Lowering elevated blood pressure and lowering elevated cholesterol levels are two key metrics associated with improving and maintaining health.
More and more focus is being placed on these (and other similar) metrics. Reimbursement is being tied to these individual linear metrics via Pay for Performance and other programs. In 2015 CMS through its Physician Quality Reporting System (PQRS) is intending to begin to penalize physicians for not reporting data on these types of metrics. Awards and recognition are being handed out for achieving these metrics. Physicians and physician practices are being rated on such metrics. Consumers (you and I) are being “educated” to select our preferred provider based on these metrics.
And yet…is such a linear approach to measuring healthcare quality truly benefitting individuals and communities?
Rodney Hayward, a professor of public health and internal medicine at the University of Michigan has made note in Physicians, patient advocates differ over quality measurements, that encouraging physicians to get all their high-risk patients’ blood pressure down below 130/80 could actually hurt people and perhaps even lead to deaths due to physicians prescribing more and more medicines to achieve the metric. For the doctor, “they’re following the quality measure they’re judged on, but they’re over-treating the blood pressure.”
So in this example and based on this one linear metric a physician could be “rewarded” via a Pay-for-Performance reimbursement type program (these programs showing mixed results at best), receive recognition and awards, receive a blue ribbon on a physician rating website, consumers would be informed that this physician provides high-quality care and thus we would be more likely to select this physician as our physician, and yet this physician in fact (in this example) actually may have done more harm than good to specific patients while achieving the metric.
Now let’s look at the lowering elevated cholesterol levels metric.
It is well-known that lowering cholesterol levels is essential for better health. No brainer right?
From the Harvard Medical School Harvard Health Newsletter: “the relationships among cholesterol levels, psychological function, and neurologic disorders are complex and sometimes controversial.”
From Discovery Health: a Duke University Medical Center study ( late 1990s) found that healthy women with cholesterol levels below 160 mg/dL were more likely to show signs of depression and anxiety than women with normal or high cholesterol levels. Researchers in the Netherlands published a study in 2000 showing that middle-aged men with low cholesterol are more likely than other men to have symptoms of severe depression.
A seven year epidemiological study, shared by Dr. John Briffa on his blog “The Cholesterol Truth”, found:
– In men, low levels of low-density lipoprotein (LDL) cholesterol (supposedly “unhealthy” cholesterol) were associated with an increased risk of depression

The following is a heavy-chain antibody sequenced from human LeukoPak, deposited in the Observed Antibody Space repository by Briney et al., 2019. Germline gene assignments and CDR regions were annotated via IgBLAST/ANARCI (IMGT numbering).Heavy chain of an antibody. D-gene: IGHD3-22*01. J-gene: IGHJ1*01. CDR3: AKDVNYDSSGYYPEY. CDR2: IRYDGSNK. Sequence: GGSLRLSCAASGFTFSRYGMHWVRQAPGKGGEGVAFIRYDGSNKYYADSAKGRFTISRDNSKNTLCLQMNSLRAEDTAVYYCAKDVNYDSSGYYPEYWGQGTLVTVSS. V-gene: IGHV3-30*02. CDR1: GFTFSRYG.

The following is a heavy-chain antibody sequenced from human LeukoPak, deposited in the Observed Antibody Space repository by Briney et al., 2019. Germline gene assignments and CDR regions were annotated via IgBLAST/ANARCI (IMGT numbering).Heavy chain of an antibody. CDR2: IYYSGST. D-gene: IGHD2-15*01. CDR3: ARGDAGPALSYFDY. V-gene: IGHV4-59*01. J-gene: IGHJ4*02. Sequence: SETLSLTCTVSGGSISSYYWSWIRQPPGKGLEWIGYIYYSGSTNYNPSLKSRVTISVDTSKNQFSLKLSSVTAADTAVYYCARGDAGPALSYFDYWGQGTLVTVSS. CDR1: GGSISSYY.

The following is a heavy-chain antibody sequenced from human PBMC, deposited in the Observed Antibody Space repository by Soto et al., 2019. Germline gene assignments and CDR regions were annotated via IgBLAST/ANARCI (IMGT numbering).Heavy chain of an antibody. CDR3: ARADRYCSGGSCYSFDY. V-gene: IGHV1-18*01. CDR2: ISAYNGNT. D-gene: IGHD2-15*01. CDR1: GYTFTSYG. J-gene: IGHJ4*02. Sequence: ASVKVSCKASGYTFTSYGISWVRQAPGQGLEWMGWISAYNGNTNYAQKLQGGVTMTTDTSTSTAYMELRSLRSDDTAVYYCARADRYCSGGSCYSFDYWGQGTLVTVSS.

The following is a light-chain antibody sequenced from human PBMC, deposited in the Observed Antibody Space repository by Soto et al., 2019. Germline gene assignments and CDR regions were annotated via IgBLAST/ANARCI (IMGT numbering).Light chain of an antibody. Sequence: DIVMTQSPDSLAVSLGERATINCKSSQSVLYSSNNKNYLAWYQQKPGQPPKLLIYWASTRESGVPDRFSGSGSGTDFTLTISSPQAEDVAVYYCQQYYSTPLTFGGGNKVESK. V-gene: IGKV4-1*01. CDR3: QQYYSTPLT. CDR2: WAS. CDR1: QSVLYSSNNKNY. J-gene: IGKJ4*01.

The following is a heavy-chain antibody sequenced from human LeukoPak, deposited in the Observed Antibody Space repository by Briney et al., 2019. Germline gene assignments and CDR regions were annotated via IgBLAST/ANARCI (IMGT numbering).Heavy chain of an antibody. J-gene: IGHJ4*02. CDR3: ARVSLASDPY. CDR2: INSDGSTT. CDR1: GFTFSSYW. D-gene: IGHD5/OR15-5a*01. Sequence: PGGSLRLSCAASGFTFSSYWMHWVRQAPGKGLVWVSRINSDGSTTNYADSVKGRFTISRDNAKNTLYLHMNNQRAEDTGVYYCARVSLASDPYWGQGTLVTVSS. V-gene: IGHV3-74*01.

– In women, low levels of high-density lipoprotein (HDL) cholesterol (supposedly “healthy” cholesterol) were associated with an increased risk of depression
NOTE: Other studies have shown different outcomes but as we know 80 percent of non-randomized studies turn out to be wrong, as do 25 percent of supposedly gold-standard randomized trials, and as much as 10 percent of the platinum-standard large randomized trials, and yet they are still the standard of care in many cases.
And yet the individual linear metric we focus on is lowering elevated cholesterol levels and in our siloed and segmented system the mental health connection and impact is not even being assessed.
So again, a physician can do an amazing job and help his or her patients achieve the goal of lower cholesterol levels and thus achieve the metric and receive the same adulation as shared above. And yet, this physician may be doing more harm than good when a bigger health picture is considered (in this case the mental health impacts).
Jennifer Eames Hoff, of the Pacific Business Group on Health, a consumer advocacy group, has said: “It’s the tension between how good is good enough. Do you really want to get to this super-scientific rigor that will take years and years? Or can you live with a measurement system that is really, really good and could usher in dramatic improvements in patient care?”
I don’t necessarily disagree with Ms. Hoff. I simply believe we are not at the “really, really good” stage yet and what we currently consider “really, really good” can be dangerous.
Yes, individual linear metrics can be quite helpful in context as they are snapshots of improvement steps on the pathway to a larger health goal. To truly assess quality and outcomes a comprehensive 360-degree assessment and view that includes individual linear metrics is essential. Anything less than this can incentivize wrong behaviors and/or incorrect approaches to care and can be dangerous. I am okay with sacrificing PERFECT for GOOD. I am not okay with sacrificing PERFECT for DANGEROUS.